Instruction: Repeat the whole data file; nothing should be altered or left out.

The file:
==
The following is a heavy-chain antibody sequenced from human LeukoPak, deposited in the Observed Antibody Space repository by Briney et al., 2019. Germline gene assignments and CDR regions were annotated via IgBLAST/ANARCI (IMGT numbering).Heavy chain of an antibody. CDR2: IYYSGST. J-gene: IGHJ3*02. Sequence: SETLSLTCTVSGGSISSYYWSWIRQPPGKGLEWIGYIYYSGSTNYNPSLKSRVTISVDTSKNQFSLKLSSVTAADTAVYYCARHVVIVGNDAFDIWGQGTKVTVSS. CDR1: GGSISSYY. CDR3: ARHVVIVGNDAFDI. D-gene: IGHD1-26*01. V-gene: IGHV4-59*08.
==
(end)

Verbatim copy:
The following is a heavy-chain antibody sequenced from human LeukoPak, deposited in the Observed Antibody Space repository by Briney et al., 2019. Germline gene assignments and CDR regions were annotated via IgBLAST/ANARCI (IMGT numbering).Heavy chain of an antibody. CDR2: IYYSGST. J-gene: IGHJ3*02. Sequence: SETLSLTCTVSGGSISSYYWSWIRQPPGKGLEWIGYIYYSGSTNYNPSLKSRVTISVDTSKNQFSLKLSSVTAADTAVYYCARHVVIVGNDAFDIWGQGTKVTVSS. CDR1: GGSISSYY. CDR3: ARHVVIVGNDAFDI. D-gene: IGHD1-26*01. V-gene: IGHV4-59*08.